That doesn’t mean it’s perfect. Another example is succdem AMLO doing an extractive colonial rail infra project in Chiapas. Hopefully through pushback those slightly less shitty guvmints will do better, and if not be replaced by one that does.

            • blobjim [he/him]
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              419 days ago

              I think it’s naive to think you can do resource extraction without the negative effects of it. That just isn’t something that exists. You have to tear up massive amounts of land using massive amounts of energy.

    • HexBroke [any, comrade/them]
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      419 days ago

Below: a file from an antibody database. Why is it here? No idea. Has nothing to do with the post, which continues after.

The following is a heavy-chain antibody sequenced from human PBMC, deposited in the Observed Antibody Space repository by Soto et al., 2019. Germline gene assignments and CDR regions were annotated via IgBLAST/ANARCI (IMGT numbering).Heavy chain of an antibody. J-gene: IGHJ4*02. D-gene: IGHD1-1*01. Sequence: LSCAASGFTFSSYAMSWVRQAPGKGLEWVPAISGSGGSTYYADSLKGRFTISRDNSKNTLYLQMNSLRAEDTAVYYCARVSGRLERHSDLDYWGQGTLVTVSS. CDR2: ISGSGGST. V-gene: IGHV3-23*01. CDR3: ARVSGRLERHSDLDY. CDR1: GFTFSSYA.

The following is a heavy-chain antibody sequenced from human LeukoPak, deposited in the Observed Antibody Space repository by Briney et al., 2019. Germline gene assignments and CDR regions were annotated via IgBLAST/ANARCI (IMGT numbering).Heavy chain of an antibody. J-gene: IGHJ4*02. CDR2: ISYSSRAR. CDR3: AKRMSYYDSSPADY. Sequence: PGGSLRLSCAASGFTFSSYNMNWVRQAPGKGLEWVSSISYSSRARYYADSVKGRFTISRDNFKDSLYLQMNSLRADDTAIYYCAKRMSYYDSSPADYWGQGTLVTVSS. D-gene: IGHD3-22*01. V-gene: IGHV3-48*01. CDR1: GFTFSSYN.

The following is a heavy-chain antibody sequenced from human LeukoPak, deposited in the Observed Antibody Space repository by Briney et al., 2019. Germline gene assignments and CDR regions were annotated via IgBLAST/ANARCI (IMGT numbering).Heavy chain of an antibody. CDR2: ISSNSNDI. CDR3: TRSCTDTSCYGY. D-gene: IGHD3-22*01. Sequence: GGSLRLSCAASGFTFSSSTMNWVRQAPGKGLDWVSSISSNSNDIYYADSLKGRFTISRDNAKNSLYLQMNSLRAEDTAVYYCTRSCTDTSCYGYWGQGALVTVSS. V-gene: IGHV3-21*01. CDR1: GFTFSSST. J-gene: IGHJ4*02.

Americans should shut the fuck up about nuclear power until it’s cheaper than renewables + hydro storage, until the US can actually build any nuclear plants, and until nuclear plants can be delivered anywhere near as fast enough as we need

      • FumpyAer [any, comrade/them]
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        19 days ago

        The US’s refusal to build and maintain infrastructure isn’t indicative of the state of the rest of the world. Any conversion away from fossil fuels anywhere in the world benefits the whole world because we all live in the same greenhouse.

        Renewables are better for sure, and that should be prioritized. But all avenues to save the climate must be followed.